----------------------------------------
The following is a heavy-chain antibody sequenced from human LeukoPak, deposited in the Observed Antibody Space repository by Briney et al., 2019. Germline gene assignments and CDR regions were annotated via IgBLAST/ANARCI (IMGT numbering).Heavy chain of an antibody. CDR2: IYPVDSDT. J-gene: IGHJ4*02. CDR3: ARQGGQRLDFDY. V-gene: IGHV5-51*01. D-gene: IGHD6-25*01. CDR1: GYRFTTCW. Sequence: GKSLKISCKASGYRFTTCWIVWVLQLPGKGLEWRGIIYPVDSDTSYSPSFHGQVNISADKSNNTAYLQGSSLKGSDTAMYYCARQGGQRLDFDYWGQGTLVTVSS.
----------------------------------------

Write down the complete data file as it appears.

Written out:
The following is a heavy-chain antibody sequenced from human LeukoPak, deposited in the Observed Antibody Space repository by Briney et al., 2019. Germline gene assignments and CDR regions were annotated via IgBLAST/ANARCI (IMGT numbering).Heavy chain of an antibody. CDR2: IYPVDSDT. J-gene: IGHJ4*02. CDR3: ARQGGQRLDFDY. V-gene: IGHV5-51*01. D-gene: IGHD6-25*01. CDR1: GYRFTTCW. Sequence: GKSLKISCKASGYRFTTCWIVWVLQLPGKGLEWRGIIYPVDSDTSYSPSFHGQVNISADKSNNTAYLQGSSLKGSDTAMYYCARQGGQRLDFDYWGQGTLVTVSS.